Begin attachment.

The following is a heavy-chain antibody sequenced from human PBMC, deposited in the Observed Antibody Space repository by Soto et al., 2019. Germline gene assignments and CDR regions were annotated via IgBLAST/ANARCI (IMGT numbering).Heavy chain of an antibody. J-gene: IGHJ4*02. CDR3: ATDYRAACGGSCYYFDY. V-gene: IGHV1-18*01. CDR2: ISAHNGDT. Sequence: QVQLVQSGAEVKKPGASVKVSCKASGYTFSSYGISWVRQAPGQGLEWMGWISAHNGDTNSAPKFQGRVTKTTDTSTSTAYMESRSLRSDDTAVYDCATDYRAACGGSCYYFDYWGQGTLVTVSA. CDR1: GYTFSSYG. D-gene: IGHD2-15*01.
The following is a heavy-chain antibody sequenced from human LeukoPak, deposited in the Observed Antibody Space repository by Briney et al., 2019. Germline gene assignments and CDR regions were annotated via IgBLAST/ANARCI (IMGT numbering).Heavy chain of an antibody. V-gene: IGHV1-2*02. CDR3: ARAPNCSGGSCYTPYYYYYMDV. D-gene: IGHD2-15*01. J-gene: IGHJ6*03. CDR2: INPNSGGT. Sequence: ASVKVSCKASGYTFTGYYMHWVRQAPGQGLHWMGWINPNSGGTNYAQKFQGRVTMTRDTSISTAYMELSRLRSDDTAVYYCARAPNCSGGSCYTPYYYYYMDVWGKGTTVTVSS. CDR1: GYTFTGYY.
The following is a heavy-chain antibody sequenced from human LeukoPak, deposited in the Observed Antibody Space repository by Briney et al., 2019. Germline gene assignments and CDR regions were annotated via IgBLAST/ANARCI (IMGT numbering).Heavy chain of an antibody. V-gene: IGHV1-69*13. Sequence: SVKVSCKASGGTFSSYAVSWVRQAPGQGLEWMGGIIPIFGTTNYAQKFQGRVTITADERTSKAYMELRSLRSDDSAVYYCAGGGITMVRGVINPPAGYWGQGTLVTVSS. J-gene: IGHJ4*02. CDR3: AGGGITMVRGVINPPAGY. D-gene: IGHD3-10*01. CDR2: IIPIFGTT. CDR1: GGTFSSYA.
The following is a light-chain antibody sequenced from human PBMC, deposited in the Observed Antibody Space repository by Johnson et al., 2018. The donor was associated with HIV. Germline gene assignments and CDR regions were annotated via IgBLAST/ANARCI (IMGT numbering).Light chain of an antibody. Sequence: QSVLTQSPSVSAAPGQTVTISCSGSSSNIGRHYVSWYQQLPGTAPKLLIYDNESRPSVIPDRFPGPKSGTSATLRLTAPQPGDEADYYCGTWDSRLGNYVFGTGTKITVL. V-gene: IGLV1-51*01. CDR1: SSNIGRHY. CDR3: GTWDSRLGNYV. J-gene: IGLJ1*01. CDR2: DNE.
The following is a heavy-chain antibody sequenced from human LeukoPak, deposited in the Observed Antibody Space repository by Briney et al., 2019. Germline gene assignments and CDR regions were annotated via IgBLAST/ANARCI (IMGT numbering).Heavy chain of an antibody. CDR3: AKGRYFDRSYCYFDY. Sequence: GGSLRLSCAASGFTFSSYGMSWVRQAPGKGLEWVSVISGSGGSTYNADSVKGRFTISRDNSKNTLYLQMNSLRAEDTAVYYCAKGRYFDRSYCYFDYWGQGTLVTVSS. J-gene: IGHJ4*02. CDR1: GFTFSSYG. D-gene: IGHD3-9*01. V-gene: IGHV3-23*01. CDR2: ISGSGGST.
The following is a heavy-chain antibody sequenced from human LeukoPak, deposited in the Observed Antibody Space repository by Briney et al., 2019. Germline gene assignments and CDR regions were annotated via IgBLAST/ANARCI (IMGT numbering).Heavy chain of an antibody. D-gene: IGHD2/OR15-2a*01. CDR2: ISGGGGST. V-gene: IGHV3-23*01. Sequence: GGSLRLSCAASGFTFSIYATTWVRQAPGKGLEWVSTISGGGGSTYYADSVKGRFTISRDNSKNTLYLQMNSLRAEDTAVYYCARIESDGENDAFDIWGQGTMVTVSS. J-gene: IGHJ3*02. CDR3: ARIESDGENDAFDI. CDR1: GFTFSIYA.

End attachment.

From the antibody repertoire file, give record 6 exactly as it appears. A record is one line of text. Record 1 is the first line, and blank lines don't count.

The following is a heavy-chain antibody sequenced from human LeukoPak, deposited in the Observed Antibody Space repository by Briney et al., 2019. Germline gene assignments and CDR regions were annotated via IgBLAST/ANARCI (IMGT numbering).Heavy chain of an antibody. D-gene: IGHD2/OR15-2a*01. CDR2: ISGGGGST. V-gene: IGHV3-23*01. Sequence: GGSLRLSCAASGFTFSIYATTWVRQAPGKGLEWVSTISGGGGSTYYADSVKGRFTISRDNSKNTLYLQMNSLRAEDTAVYYCARIESDGENDAFDIWGQGTMVTVSS. J-gene: IGHJ3*02. CDR3: ARIESDGENDAFDI. CDR1: GFTFSIYA.